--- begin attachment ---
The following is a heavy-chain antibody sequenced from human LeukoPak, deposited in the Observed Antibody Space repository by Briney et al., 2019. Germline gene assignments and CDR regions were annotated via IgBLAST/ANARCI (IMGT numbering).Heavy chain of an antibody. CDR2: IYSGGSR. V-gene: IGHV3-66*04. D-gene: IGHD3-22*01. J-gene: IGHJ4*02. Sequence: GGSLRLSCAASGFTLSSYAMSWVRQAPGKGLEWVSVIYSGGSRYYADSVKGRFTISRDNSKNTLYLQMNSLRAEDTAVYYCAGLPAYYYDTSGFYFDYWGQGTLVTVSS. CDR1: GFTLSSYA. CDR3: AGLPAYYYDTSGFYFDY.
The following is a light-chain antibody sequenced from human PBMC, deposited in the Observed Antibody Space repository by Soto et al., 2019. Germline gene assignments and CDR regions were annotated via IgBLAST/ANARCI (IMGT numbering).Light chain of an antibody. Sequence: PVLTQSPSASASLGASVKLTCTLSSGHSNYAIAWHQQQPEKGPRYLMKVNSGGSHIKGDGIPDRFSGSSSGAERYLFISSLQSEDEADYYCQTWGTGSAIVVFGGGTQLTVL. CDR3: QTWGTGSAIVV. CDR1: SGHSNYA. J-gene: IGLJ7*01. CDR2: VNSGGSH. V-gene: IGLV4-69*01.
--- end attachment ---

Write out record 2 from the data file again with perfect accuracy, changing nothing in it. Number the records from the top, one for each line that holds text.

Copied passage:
The following is a light-chain antibody sequenced from human PBMC, deposited in the Observed Antibody Space repository by Soto et al., 2019. Germline gene assignments and CDR regions were annotated via IgBLAST/ANARCI (IMGT numbering).Light chain of an antibody. Sequence: PVLTQSPSASASLGASVKLTCTLSSGHSNYAIAWHQQQPEKGPRYLMKVNSGGSHIKGDGIPDRFSGSSSGAERYLFISSLQSEDEADYYCQTWGTGSAIVVFGGGTQLTVL. CDR3: QTWGTGSAIVV. CDR1: SGHSNYA. J-gene: IGLJ7*01. CDR2: VNSGGSH. V-gene: IGLV4-69*01.